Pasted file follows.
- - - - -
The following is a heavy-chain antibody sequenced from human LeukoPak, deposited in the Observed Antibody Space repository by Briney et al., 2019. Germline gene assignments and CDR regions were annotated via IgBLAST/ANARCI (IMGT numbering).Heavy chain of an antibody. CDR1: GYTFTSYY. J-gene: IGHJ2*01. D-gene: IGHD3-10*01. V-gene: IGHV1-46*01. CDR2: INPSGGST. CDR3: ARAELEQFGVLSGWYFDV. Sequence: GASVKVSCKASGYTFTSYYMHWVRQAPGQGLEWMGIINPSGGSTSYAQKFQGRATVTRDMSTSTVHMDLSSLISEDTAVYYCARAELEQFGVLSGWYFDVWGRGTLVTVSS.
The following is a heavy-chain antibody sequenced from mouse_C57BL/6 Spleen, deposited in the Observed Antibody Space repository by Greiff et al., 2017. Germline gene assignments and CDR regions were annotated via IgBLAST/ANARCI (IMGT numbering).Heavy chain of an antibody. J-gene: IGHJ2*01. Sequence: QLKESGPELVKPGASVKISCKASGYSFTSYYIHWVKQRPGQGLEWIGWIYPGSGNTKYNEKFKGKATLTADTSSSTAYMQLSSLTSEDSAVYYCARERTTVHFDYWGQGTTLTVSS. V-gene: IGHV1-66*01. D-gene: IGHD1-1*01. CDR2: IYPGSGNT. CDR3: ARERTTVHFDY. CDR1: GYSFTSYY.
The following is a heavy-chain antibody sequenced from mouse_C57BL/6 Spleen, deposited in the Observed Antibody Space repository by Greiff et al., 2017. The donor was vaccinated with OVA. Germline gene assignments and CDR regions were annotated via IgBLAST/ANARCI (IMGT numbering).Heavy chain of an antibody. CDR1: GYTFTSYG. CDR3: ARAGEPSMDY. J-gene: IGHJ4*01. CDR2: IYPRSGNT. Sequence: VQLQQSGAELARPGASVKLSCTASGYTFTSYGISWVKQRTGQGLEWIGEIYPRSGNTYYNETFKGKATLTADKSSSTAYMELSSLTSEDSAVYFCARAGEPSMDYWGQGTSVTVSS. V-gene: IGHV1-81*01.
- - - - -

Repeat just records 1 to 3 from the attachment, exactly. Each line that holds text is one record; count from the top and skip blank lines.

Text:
The following is a heavy-chain antibody sequenced from human LeukoPak, deposited in the Observed Antibody Space repository by Briney et al., 2019. Germline gene assignments and CDR regions were annotated via IgBLAST/ANARCI (IMGT numbering).Heavy chain of an antibody. CDR1: GYTFTSYY. J-gene: IGHJ2*01. D-gene: IGHD3-10*01. V-gene: IGHV1-46*01. CDR2: INPSGGST. CDR3: ARAELEQFGVLSGWYFDV. Sequence: GASVKVSCKASGYTFTSYYMHWVRQAPGQGLEWMGIINPSGGSTSYAQKFQGRATVTRDMSTSTVHMDLSSLISEDTAVYYCARAELEQFGVLSGWYFDVWGRGTLVTVSS.
The following is a heavy-chain antibody sequenced from mouse_C57BL/6 Spleen, deposited in the Observed Antibody Space repository by Greiff et al., 2017. Germline gene assignments and CDR regions were annotated via IgBLAST/ANARCI (IMGT numbering).Heavy chain of an antibody. J-gene: IGHJ2*01. Sequence: QLKESGPELVKPGASVKISCKASGYSFTSYYIHWVKQRPGQGLEWIGWIYPGSGNTKYNEKFKGKATLTADTSSSTAYMQLSSLTSEDSAVYYCARERTTVHFDYWGQGTTLTVSS. V-gene: IGHV1-66*01. D-gene: IGHD1-1*01. CDR2: IYPGSGNT. CDR3: ARERTTVHFDY. CDR1: GYSFTSYY.
The following is a heavy-chain antibody sequenced from mouse_C57BL/6 Spleen, deposited in the Observed Antibody Space repository by Greiff et al., 2017. The donor was vaccinated with OVA. Germline gene assignments and CDR regions were annotated via IgBLAST/ANARCI (IMGT numbering).Heavy chain of an antibody. CDR1: GYTFTSYG. CDR3: ARAGEPSMDY. J-gene: IGHJ4*01. CDR2: IYPRSGNT. Sequence: VQLQQSGAELARPGASVKLSCTASGYTFTSYGISWVKQRTGQGLEWIGEIYPRSGNTYYNETFKGKATLTADKSSSTAYMELSSLTSEDSAVYFCARAGEPSMDYWGQGTSVTVSS. V-gene: IGHV1-81*01.